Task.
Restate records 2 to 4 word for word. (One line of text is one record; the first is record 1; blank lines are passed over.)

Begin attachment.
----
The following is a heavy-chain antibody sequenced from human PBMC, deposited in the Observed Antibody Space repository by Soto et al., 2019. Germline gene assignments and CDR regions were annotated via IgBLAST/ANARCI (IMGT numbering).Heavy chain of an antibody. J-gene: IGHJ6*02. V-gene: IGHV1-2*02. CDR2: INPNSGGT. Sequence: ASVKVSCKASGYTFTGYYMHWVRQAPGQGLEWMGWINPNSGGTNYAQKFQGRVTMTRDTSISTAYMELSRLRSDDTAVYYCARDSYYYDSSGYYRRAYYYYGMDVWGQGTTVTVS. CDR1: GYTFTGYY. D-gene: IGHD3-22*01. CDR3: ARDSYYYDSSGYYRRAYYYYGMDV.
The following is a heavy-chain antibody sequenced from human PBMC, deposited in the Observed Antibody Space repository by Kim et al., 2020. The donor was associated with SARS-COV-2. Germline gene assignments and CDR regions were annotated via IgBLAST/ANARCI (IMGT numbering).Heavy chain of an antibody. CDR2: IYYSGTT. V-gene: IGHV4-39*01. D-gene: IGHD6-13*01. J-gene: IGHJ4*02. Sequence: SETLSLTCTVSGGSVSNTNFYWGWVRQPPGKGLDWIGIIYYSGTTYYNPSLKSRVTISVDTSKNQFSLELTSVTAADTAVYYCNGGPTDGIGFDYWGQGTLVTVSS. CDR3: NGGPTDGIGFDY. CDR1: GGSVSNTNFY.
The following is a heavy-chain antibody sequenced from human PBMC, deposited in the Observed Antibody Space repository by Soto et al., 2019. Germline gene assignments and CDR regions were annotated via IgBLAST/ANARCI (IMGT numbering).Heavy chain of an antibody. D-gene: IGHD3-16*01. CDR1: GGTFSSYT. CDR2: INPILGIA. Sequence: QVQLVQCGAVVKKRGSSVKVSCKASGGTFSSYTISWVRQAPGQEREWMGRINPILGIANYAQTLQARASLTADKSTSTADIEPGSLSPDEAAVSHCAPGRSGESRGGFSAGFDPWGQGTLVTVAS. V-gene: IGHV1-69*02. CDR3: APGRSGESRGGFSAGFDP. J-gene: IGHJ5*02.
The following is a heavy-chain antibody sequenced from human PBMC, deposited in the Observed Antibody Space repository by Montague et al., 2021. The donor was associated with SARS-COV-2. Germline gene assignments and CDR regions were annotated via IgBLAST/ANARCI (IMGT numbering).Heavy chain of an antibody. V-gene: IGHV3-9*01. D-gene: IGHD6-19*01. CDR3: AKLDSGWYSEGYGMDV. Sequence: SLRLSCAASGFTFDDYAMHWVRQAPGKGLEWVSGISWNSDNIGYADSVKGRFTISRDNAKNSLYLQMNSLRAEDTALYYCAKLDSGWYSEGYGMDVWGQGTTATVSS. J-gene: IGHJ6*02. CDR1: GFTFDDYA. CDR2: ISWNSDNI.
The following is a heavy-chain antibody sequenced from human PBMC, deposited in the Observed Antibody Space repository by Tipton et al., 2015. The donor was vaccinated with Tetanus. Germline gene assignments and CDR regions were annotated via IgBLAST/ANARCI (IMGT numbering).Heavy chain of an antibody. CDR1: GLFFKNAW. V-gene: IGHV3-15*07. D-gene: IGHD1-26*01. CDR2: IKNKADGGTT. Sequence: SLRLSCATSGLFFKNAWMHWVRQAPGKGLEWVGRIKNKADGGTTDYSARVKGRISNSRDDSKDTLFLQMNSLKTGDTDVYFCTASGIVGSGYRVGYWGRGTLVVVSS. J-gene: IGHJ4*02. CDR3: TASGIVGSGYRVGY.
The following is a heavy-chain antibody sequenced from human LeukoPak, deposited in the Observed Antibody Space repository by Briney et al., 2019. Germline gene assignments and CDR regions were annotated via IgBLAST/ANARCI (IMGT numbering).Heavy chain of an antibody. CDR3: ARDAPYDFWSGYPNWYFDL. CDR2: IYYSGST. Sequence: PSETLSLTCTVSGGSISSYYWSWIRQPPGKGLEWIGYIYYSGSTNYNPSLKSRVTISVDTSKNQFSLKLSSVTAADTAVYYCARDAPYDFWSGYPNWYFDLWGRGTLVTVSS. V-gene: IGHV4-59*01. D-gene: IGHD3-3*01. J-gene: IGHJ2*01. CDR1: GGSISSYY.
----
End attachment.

The following is a heavy-chain antibody sequenced from human PBMC, deposited in the Observed Antibody Space repository by Kim et al., 2020. The donor was associated with SARS-COV-2. Germline gene assignments and CDR regions were annotated via IgBLAST/ANARCI (IMGT numbering).Heavy chain of an antibody. CDR2: IYYSGTT. V-gene: IGHV4-39*01. D-gene: IGHD6-13*01. J-gene: IGHJ4*02. Sequence: SETLSLTCTVSGGSVSNTNFYWGWVRQPPGKGLDWIGIIYYSGTTYYNPSLKSRVTISVDTSKNQFSLELTSVTAADTAVYYCNGGPTDGIGFDYWGQGTLVTVSS. CDR3: NGGPTDGIGFDY. CDR1: GGSVSNTNFY.
The following is a heavy-chain antibody sequenced from human PBMC, deposited in the Observed Antibody Space repository by Soto et al., 2019. Germline gene assignments and CDR regions were annotated via IgBLAST/ANARCI (IMGT numbering).Heavy chain of an antibody. D-gene: IGHD3-16*01. CDR1: GGTFSSYT. CDR2: INPILGIA. Sequence: QVQLVQCGAVVKKRGSSVKVSCKASGGTFSSYTISWVRQAPGQEREWMGRINPILGIANYAQTLQARASLTADKSTSTADIEPGSLSPDEAAVSHCAPGRSGESRGGFSAGFDPWGQGTLVTVAS. V-gene: IGHV1-69*02. CDR3: APGRSGESRGGFSAGFDP. J-gene: IGHJ5*02.
The following is a heavy-chain antibody sequenced from human PBMC, deposited in the Observed Antibody Space repository by Montague et al., 2021. The donor was associated with SARS-COV-2. Germline gene assignments and CDR regions were annotated via IgBLAST/ANARCI (IMGT numbering).Heavy chain of an antibody. V-gene: IGHV3-9*01. D-gene: IGHD6-19*01. CDR3: AKLDSGWYSEGYGMDV. Sequence: SLRLSCAASGFTFDDYAMHWVRQAPGKGLEWVSGISWNSDNIGYADSVKGRFTISRDNAKNSLYLQMNSLRAEDTALYYCAKLDSGWYSEGYGMDVWGQGTTATVSS. J-gene: IGHJ6*02. CDR1: GFTFDDYA. CDR2: ISWNSDNI.